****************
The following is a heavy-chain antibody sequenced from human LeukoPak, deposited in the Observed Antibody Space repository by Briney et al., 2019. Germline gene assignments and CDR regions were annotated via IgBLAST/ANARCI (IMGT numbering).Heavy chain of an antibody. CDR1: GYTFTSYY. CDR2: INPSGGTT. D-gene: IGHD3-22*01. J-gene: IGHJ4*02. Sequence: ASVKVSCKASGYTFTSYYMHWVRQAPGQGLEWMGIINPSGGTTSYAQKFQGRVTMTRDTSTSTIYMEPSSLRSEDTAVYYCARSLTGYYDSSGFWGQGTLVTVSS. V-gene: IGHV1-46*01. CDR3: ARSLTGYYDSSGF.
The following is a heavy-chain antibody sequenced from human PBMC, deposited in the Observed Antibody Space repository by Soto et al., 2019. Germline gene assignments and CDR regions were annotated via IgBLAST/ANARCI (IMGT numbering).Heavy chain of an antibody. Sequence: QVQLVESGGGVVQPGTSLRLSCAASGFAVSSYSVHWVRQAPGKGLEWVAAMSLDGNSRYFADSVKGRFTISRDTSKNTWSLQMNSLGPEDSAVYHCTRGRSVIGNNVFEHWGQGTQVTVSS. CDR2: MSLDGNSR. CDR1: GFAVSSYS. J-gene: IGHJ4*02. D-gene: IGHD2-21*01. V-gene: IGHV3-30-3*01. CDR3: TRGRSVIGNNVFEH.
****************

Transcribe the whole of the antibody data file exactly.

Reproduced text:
The following is a heavy-chain antibody sequenced from human LeukoPak, deposited in the Observed Antibody Space repository by Briney et al., 2019. Germline gene assignments and CDR regions were annotated via IgBLAST/ANARCI (IMGT numbering).Heavy chain of an antibody. CDR1: GYTFTSYY. CDR2: INPSGGTT. D-gene: IGHD3-22*01. J-gene: IGHJ4*02. Sequence: ASVKVSCKASGYTFTSYYMHWVRQAPGQGLEWMGIINPSGGTTSYAQKFQGRVTMTRDTSTSTIYMEPSSLRSEDTAVYYCARSLTGYYDSSGFWGQGTLVTVSS. V-gene: IGHV1-46*01. CDR3: ARSLTGYYDSSGF.
The following is a heavy-chain antibody sequenced from human PBMC, deposited in the Observed Antibody Space repository by Soto et al., 2019. Germline gene assignments and CDR regions were annotated via IgBLAST/ANARCI (IMGT numbering).Heavy chain of an antibody. Sequence: QVQLVESGGGVVQPGTSLRLSCAASGFAVSSYSVHWVRQAPGKGLEWVAAMSLDGNSRYFADSVKGRFTISRDTSKNTWSLQMNSLGPEDSAVYHCTRGRSVIGNNVFEHWGQGTQVTVSS. CDR2: MSLDGNSR. CDR1: GFAVSSYS. J-gene: IGHJ4*02. D-gene: IGHD2-21*01. V-gene: IGHV3-30-3*01. CDR3: TRGRSVIGNNVFEH.